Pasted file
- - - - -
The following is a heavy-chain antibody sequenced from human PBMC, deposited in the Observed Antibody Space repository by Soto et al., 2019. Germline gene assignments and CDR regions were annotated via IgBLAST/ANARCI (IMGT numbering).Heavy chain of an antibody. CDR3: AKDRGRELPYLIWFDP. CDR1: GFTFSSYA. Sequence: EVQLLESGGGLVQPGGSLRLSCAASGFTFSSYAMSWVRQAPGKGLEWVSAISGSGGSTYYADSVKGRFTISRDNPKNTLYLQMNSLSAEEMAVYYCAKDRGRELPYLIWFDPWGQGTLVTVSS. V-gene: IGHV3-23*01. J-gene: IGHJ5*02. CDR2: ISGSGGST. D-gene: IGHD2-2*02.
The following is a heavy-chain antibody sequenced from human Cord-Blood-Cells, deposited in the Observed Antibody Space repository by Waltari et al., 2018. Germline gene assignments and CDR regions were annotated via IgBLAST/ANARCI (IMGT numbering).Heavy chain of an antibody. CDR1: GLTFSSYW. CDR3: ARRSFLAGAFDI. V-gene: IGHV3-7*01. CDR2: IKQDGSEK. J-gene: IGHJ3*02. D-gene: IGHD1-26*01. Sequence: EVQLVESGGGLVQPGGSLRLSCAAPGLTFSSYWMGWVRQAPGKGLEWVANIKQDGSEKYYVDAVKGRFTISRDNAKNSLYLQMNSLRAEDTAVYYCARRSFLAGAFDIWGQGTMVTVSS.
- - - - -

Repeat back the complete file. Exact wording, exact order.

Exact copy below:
The following is a heavy-chain antibody sequenced from human PBMC, deposited in the Observed Antibody Space repository by Soto et al., 2019. Germline gene assignments and CDR regions were annotated via IgBLAST/ANARCI (IMGT numbering).Heavy chain of an antibody. CDR3: AKDRGRELPYLIWFDP. CDR1: GFTFSSYA. Sequence: EVQLLESGGGLVQPGGSLRLSCAASGFTFSSYAMSWVRQAPGKGLEWVSAISGSGGSTYYADSVKGRFTISRDNPKNTLYLQMNSLSAEEMAVYYCAKDRGRELPYLIWFDPWGQGTLVTVSS. V-gene: IGHV3-23*01. J-gene: IGHJ5*02. CDR2: ISGSGGST. D-gene: IGHD2-2*02.
The following is a heavy-chain antibody sequenced from human Cord-Blood-Cells, deposited in the Observed Antibody Space repository by Waltari et al., 2018. Germline gene assignments and CDR regions were annotated via IgBLAST/ANARCI (IMGT numbering).Heavy chain of an antibody. CDR1: GLTFSSYW. CDR3: ARRSFLAGAFDI. V-gene: IGHV3-7*01. CDR2: IKQDGSEK. J-gene: IGHJ3*02. D-gene: IGHD1-26*01. Sequence: EVQLVESGGGLVQPGGSLRLSCAAPGLTFSSYWMGWVRQAPGKGLEWVANIKQDGSEKYYVDAVKGRFTISRDNAKNSLYLQMNSLRAEDTAVYYCARRSFLAGAFDIWGQGTMVTVSS.